People and Machinery: Tanks
In the years prior to the World War II, the Soviet Union had created its own heavy industry, first of all metallurgy and power and machine building sectors. Some new industry branches had emerged, such as production of battle tanks and military aircrafts.
The Soviets within a short time designed, successfully tested and put in service new models of anti-tank gun, howitzer and others artillery systems. Soviet engineers created a 120-mm mortar. By 1943 it accounted for over a half of all artillery pieces of the Red Army. None of the contemporary armies had anything like that.
On the very eve of the war the group of scientists and engineers including Nikolay Tikhomirov, Vladimir Artemyev, Boris Petropavlovsky created a multiple rocket launcher, known as Katyusha.
The production of new medium tank T-34 (chief designer Mikhail Koshkin) and new heavy tanks KV-1 and KV-2 (chief designer Josef Kotin) started in 1940. New tanks had thick shellproof armour, powerful diesel engines, which replaced the gasoline ones used before. They were armed with 76-mm gun replaced with a more powerful one of the same caliber in early 1941. The gun was installed in the cast-armour turret. Such a turret itself was an important technological innovation. The tank production in February 1942 increased twofold comparing to January of the same year, in March increase was fivefold and tenfold in December. The Kharkov Factory, relocated to Ural Region in the beginning of the war, built 5684 tanks in 1942 alone. The production figure grew up to 7466 tanks in 1943, and in the next year reached 8421 ones.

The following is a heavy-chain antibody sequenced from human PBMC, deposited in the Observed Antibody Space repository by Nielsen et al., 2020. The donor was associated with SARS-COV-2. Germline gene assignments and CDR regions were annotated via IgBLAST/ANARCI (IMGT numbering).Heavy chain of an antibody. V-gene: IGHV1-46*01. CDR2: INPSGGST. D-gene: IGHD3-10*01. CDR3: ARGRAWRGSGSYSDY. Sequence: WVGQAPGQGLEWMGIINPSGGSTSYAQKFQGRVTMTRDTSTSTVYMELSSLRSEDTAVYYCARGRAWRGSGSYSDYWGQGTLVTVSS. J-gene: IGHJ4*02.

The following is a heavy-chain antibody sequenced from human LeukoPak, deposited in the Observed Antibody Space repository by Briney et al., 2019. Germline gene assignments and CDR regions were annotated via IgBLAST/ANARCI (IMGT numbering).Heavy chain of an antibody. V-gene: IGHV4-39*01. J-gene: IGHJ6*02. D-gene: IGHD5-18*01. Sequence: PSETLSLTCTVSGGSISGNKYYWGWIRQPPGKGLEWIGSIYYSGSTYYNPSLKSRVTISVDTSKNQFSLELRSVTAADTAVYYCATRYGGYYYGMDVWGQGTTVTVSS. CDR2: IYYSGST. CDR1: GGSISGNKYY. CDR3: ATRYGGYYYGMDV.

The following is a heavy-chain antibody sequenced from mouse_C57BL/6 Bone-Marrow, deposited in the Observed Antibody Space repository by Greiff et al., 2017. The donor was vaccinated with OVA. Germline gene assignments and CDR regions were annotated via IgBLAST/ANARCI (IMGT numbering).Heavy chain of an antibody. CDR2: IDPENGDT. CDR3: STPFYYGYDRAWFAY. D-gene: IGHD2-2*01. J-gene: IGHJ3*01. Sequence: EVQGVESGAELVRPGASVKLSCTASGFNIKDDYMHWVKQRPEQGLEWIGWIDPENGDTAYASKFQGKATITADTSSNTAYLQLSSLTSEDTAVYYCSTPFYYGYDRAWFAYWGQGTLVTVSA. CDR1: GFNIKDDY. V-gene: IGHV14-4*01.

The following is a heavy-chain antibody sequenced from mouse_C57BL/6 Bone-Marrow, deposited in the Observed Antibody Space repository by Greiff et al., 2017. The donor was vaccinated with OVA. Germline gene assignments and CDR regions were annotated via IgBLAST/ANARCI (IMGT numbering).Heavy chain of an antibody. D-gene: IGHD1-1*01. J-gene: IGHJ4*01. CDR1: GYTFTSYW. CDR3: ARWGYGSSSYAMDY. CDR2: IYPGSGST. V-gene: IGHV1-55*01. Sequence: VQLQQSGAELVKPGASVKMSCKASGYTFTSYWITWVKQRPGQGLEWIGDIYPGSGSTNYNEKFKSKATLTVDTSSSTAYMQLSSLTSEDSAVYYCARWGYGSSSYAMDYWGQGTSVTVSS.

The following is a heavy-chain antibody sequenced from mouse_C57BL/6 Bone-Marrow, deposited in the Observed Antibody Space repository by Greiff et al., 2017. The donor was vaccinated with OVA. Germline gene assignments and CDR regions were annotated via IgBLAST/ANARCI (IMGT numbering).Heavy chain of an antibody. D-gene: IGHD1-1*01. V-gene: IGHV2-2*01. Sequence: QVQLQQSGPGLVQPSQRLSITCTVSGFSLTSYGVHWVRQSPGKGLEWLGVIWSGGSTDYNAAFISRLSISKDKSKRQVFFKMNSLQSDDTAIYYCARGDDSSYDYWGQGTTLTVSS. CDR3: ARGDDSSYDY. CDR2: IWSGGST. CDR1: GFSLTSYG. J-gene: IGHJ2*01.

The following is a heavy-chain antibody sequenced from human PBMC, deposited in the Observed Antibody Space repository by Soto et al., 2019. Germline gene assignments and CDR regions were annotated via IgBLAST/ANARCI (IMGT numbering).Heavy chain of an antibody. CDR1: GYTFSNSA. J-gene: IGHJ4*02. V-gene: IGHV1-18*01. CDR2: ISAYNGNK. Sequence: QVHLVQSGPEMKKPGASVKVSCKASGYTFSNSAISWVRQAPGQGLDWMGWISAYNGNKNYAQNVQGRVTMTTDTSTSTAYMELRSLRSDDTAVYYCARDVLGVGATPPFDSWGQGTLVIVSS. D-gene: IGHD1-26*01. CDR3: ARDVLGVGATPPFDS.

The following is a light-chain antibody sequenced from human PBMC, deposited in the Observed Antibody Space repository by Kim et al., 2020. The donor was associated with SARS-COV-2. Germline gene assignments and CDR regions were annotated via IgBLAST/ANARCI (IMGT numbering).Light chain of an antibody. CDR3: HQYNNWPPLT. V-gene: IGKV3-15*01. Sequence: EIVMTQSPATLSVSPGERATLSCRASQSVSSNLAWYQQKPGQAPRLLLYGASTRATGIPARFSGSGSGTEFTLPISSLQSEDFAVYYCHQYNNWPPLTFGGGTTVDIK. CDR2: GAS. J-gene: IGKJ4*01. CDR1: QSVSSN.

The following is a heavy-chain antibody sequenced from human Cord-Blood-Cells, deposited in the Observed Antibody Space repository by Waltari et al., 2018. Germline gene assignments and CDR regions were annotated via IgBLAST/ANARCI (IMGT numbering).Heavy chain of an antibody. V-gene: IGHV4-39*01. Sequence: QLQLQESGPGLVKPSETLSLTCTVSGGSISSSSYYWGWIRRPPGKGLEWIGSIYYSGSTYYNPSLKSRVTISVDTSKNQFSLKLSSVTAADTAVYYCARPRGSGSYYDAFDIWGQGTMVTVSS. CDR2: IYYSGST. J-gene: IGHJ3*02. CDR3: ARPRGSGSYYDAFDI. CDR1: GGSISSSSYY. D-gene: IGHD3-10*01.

The soviet engineers Vasily Degtyaryov and Sergey Simonov created anti-tank rifles in 1941, which helped to stop German tanks in the Battle of Moscow. Since 1942, the soviet industry produced on average up to 450,000 light and medium machine guns, over 3 million rifles and carbines, as well as about 2 million submachine guns annually. Germany on the contrary managed to produce just 1 million machine guns, about 8 million rifles and carbines, and less than 1 million submachine guns since the middle of 1941 through April 1945.
Almost 40% of all artillery systems used by the Red Army were created during the war. The period of their adaptation for combat use was reduced from 1-2 years to just a month.
During the war the Soviet tank industry built over 21,000 self-propelled guns. They were not produced before the war. The industry produced about half a million of artillery pieces of different kinds, including about 100,000 tank cannons.
The main task of the Soviet air force was the support of ground troops. That is why Il-2, the ground-attack aircraft, or Sturmovik, became the most mass produced military aircraft in the world. It was armed with two automatic cannons and two machine guns, aviation bombs and rocket projectiles, and attacked enemy’s tank columns, airfields and ground troops’ positions from an altitude of several hundred meters.
For airstrikes against enemy’s rear, its supply lines, storage depots and so on the day bombers SB, Pe-2, Tu-2 were intended. The long-range night bombers Il-4, Er-4, Pe-8 were used for airstrikes against the deep enemy rear, including the German territory. Surprisingly, the training biplane Po-2 was discovered as an effective light night bomber.
An important role played soviet fighter aircrafts. The machines designed by Alexander Yakovlev (Yak-1, Yak-3, Yak-7 and Yak-9) became the main type of fighters equipped with water-cooled engines. The fighters designed by Semyon Lavochkin (La-5, La-7) became the main type of machines with air-cooled engines.
During the first five-year plans the industry built for the Soviet Navy 311 vessels including 4 cruisers, 7 leaders, 30 destroyers, 18 patrol ships, 38 minesweepers, 8 river monitors, 206 submarines and 477 minesweeper boats.